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2019-20 Concert Reviews

Jealousy, Loss, Murder and Music in Vienna Woods

[Last Saturday] Shropshire Music Trust presented a splendid concert in the United Reformed Church, featuring Emma Johnson and friends, the Carducci Quartet and Classic FM presenter and writer John Suchet.

The music featured composers working in Vienna during the first part of the 19th century: Beethoven, Brahms, Schubert, Strauss and Léhar.

The sparkling performances were enhanced by projected pictures of Vienna, its cafes, salons and streets and the personalities involved such as Emperor Franz Josef, Field Marshall Radetzky, Marie Theresa and the composers. It made such a difference to have the music put in the context of the period. During the afternoon the Carducci also presented a wonderful family concert ‘Pirates and Princesses’ – an inspiring interactive introduction to music and the sound world of the string quartet, to a church full of eager children some bringing along instruments and others sporting some impressive dressing up!

John Suchet told us that due to wars all across Europe, composers and artists had flocked to Vienna, the heart of the Austro-Hungarian empire. Beethoven’s music was first performed in cafés and he was then invited to perform at the Burgtheater where the first performance of his Septet in E flat major in six movements was given a resounding reception as it was a very different kind of music to earlier composers like Mozart. One of Beethoven’s friends was a clarinet player and he wrote the part for him. Throughout the piece the wind players, clarinet, horn and bassoon, answered the strings in a sublime musical conversation interwoven with tutti passages. The lyrical clarinet tune in the second movement was beautifully interpreted and again it is almost a duet with the rich tones of the first violin.

Schubert was asked to compose a piece like Beethoven’s and produced his famous Octet in F major the Adagio of which mirrors Beethoven’s. Although Brahms wrote wonderful symphonies, concerti and the German Requiem, in his lifetime he made his money from his popular Hungarian dances with their driving rhythms and catchy tunes, played with great panache by this ensemble.

John Suchet recounted that Johann Strauss the Elder was so jealous of his son that he tried to have his concerts stopped by the authorities and that only his Radetzky March and one waltz, Fruhlingsstimmen, are played today, whilst his son’s waltzes are still immensely popular. The Tritsch-Tratsch Polka, meaning gossip, was composed by Johann the younger after he returned to Vienna from Russia after a love affair, forbidden by the girl’s parents. The Kaiser-Walzer reflected the tragic family life of Emperor Franz Josef, the last Hapsburg. First his daughter died young, then the Crown Prince shot his teenage lover and then himself at a hunting lodge at Mayerling. Then the Empress was assassinated with a stiletto while boarding a boat on Lake Geneva. The Emperor’s next heir was Archduke Ferdinand who was assassinated in Sarajevo and so began the First World War.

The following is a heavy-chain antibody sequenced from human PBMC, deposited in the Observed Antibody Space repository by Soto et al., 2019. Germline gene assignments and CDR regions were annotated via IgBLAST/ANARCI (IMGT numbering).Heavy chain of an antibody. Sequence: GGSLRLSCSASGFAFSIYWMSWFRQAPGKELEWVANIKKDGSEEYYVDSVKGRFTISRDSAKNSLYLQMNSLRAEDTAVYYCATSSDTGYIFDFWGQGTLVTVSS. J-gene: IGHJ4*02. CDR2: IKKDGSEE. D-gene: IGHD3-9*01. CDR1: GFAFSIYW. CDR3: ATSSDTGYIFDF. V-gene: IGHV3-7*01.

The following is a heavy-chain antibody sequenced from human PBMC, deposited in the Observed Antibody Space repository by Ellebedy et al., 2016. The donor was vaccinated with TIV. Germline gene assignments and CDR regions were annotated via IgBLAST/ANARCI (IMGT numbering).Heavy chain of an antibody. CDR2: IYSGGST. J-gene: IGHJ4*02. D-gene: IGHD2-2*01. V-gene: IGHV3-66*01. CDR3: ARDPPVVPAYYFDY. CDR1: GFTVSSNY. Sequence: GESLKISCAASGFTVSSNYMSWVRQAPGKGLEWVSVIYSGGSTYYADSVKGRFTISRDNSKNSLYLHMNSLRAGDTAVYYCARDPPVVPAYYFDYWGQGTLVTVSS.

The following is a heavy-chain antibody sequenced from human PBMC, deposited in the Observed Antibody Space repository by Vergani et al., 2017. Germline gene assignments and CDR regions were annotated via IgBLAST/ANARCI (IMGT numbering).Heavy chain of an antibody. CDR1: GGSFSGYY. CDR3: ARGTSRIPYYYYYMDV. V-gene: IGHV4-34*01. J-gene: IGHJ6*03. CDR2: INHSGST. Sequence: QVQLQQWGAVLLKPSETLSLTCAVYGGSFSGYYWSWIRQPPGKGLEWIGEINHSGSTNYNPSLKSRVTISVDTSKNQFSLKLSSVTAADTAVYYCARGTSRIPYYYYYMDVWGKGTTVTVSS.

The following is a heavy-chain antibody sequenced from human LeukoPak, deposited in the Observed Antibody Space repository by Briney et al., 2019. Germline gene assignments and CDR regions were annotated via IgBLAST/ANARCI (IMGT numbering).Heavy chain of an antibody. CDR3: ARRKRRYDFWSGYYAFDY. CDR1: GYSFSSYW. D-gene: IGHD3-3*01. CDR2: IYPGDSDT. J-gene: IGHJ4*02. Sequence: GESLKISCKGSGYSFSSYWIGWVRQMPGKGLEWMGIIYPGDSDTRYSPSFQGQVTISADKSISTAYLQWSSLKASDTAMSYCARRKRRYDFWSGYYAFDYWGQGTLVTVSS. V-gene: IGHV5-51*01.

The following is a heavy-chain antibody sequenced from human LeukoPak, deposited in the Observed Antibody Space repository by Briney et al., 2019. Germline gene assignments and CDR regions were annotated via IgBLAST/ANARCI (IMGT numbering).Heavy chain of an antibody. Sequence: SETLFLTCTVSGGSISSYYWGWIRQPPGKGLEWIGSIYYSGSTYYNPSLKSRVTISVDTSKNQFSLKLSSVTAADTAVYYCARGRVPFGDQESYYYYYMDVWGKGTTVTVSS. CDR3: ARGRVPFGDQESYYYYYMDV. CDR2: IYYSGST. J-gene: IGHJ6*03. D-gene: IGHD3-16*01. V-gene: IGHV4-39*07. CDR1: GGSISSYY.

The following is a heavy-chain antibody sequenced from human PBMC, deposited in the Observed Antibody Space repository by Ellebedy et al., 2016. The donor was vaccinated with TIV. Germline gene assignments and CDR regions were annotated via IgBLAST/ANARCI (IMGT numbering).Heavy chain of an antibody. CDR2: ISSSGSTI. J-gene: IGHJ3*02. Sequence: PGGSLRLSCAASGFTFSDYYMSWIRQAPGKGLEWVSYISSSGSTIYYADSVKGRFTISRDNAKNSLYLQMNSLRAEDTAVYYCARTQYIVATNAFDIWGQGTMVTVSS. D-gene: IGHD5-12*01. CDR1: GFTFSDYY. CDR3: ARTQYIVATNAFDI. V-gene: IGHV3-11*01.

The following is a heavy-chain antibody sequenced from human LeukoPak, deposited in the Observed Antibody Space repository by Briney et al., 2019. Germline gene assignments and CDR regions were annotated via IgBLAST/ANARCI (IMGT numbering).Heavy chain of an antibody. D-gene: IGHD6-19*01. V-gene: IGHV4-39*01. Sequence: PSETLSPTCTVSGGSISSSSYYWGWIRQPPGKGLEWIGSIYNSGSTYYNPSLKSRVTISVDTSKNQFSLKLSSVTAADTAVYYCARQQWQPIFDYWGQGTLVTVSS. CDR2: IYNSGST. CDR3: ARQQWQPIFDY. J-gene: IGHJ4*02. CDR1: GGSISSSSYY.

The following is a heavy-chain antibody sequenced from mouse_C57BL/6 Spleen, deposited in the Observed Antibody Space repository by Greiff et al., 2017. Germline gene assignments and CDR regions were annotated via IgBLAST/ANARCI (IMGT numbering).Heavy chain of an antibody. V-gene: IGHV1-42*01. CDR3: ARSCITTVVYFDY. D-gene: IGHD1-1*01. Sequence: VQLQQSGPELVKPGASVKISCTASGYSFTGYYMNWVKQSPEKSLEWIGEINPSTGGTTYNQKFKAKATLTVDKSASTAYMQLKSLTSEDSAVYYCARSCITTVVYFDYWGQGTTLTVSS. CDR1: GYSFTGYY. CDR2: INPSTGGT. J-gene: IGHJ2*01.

This concert encompassed thrilling performances with interesting background stories which brought it all to life and was rapturously received by the audience.

Ruth Anderson, March 2020

A packed house was treated to an evening of musical dexterity and improvisational alacrity by violinist Chris Garrick and pianist David Gordon known together as Paper Jam, promoted by Shropshire Music Trust at Wem Town Hall.

Peter Gabriel, The Beatles, Cole Porter and George Shearing were among the many legendary composers that featured in their repertoire as well as contributions by other composers from The Great American Song Book such as George Gershwin and Irving Berlin.

For most us, it would seem, Christmas all too often conjures up the bleaker side of Rossetti’s midwinter – a storm-tossed sea of never-ending ‘final’ shopping, present-hunting, fraught last-minute travel worries and family tension. Yet, thank goodness, there does exist another side to the season, as perfectly exemplified in St Chad’s church last Friday, when a packed audience was treated to a quite stunning and uplifting choral recital, given by one of the country’s most acclaimed ensembles, Ex Cathedra. Jeffrey Skidmore’s subtle helmsmanship steered us out of the shoals into less choppy waters, where quiet calm, dignity and sheer beauty cast a magic spell.

Mid-Wales Opera's reworking of  John Gay's Beggar's Opera in the Shropshire Music Season left me with a dilemma. If a docile young woman of the eighteenth century can selfishly refuse to murder her husband when her mother expressly asks her to, what hope that the self-centred young woman of today will help me out if I need her for some similarly murderous purpose? Must I refrain from asking my daughter to murder my son-in-law? Must I dispose of him myself? Come to think of it: Graham, you have been warned.

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